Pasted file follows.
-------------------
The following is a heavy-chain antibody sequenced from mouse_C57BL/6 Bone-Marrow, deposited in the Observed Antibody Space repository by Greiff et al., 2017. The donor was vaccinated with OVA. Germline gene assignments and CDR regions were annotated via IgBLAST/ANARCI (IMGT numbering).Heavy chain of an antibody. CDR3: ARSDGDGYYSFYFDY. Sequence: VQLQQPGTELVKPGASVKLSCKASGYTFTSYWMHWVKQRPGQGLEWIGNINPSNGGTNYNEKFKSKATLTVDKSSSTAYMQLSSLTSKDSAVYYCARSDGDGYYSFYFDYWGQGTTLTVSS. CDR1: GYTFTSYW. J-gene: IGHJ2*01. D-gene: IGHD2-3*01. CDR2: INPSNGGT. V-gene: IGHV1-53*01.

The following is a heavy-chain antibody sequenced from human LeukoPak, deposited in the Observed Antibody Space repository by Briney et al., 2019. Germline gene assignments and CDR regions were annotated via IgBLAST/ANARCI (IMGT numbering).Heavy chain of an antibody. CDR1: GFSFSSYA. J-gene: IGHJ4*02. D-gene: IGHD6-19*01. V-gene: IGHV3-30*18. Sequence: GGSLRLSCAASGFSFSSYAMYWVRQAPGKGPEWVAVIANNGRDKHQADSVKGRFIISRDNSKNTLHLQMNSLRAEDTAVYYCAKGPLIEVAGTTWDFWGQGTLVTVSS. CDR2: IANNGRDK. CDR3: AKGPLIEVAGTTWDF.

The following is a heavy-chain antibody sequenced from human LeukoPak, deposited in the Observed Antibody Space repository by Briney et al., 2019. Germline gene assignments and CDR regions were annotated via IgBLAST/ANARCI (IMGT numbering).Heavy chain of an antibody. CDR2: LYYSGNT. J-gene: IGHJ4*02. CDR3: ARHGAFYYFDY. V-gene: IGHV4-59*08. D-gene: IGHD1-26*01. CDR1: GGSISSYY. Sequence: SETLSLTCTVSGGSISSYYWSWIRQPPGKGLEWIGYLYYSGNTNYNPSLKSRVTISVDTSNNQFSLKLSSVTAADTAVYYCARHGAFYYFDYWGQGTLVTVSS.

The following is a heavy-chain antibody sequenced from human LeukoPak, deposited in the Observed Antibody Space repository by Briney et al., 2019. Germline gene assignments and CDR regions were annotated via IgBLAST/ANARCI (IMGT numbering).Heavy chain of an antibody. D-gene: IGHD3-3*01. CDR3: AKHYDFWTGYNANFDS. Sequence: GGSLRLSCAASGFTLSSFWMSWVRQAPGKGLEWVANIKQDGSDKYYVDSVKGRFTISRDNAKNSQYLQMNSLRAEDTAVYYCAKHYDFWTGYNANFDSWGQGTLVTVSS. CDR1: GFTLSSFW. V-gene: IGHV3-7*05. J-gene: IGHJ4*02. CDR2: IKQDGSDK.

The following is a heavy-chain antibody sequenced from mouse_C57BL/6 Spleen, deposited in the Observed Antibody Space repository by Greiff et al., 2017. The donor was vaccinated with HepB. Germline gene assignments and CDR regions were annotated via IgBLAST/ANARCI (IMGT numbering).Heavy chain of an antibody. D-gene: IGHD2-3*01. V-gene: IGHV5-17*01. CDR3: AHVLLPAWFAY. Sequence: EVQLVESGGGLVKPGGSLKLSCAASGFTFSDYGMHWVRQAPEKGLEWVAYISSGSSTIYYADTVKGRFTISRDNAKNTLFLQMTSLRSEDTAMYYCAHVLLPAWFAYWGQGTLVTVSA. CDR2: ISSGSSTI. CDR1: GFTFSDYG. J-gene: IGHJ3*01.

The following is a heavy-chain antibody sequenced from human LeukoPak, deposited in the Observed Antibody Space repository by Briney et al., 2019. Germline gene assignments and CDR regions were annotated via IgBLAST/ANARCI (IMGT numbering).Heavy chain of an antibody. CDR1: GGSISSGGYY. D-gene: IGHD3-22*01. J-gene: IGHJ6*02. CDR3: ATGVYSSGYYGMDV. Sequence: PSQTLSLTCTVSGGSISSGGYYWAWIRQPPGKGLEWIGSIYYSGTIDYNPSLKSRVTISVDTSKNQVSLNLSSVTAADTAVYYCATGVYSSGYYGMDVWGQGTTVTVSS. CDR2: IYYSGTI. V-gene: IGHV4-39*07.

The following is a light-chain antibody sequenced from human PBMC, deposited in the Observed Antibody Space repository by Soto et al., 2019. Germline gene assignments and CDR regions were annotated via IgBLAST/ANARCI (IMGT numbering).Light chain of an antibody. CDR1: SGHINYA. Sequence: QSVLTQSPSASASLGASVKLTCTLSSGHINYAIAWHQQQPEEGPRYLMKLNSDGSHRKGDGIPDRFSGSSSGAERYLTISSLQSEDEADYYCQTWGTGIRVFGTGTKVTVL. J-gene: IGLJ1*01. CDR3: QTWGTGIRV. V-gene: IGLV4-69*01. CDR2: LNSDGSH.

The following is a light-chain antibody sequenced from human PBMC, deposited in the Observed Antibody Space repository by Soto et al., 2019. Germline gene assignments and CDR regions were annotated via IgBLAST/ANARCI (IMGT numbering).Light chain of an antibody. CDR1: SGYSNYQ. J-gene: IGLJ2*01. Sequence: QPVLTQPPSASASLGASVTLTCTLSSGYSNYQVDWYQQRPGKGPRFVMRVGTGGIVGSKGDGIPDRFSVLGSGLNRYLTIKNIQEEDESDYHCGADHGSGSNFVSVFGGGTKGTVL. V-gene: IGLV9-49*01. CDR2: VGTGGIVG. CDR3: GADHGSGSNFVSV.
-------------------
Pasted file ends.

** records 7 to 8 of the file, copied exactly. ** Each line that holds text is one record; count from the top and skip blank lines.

The following is a light-chain antibody sequenced from human PBMC, deposited in the Observed Antibody Space repository by Soto et al., 2019. Germline gene assignments and CDR regions were annotated via IgBLAST/ANARCI (IMGT numbering).Light chain of an antibody. CDR1: SGHINYA. Sequence: QSVLTQSPSASASLGASVKLTCTLSSGHINYAIAWHQQQPEEGPRYLMKLNSDGSHRKGDGIPDRFSGSSSGAERYLTISSLQSEDEADYYCQTWGTGIRVFGTGTKVTVL. J-gene: IGLJ1*01. CDR3: QTWGTGIRV. V-gene: IGLV4-69*01. CDR2: LNSDGSH.

The following is a light-chain antibody sequenced from human PBMC, deposited in the Observed Antibody Space repository by Soto et al., 2019. Germline gene assignments and CDR regions were annotated via IgBLAST/ANARCI (IMGT numbering).Light chain of an antibody. CDR1: SGYSNYQ. J-gene: IGLJ2*01. Sequence: QPVLTQPPSASASLGASVTLTCTLSSGYSNYQVDWYQQRPGKGPRFVMRVGTGGIVGSKGDGIPDRFSVLGSGLNRYLTIKNIQEEDESDYHCGADHGSGSNFVSVFGGGTKGTVL. V-gene: IGLV9-49*01. CDR2: VGTGGIVG. CDR3: GADHGSGSNFVSV.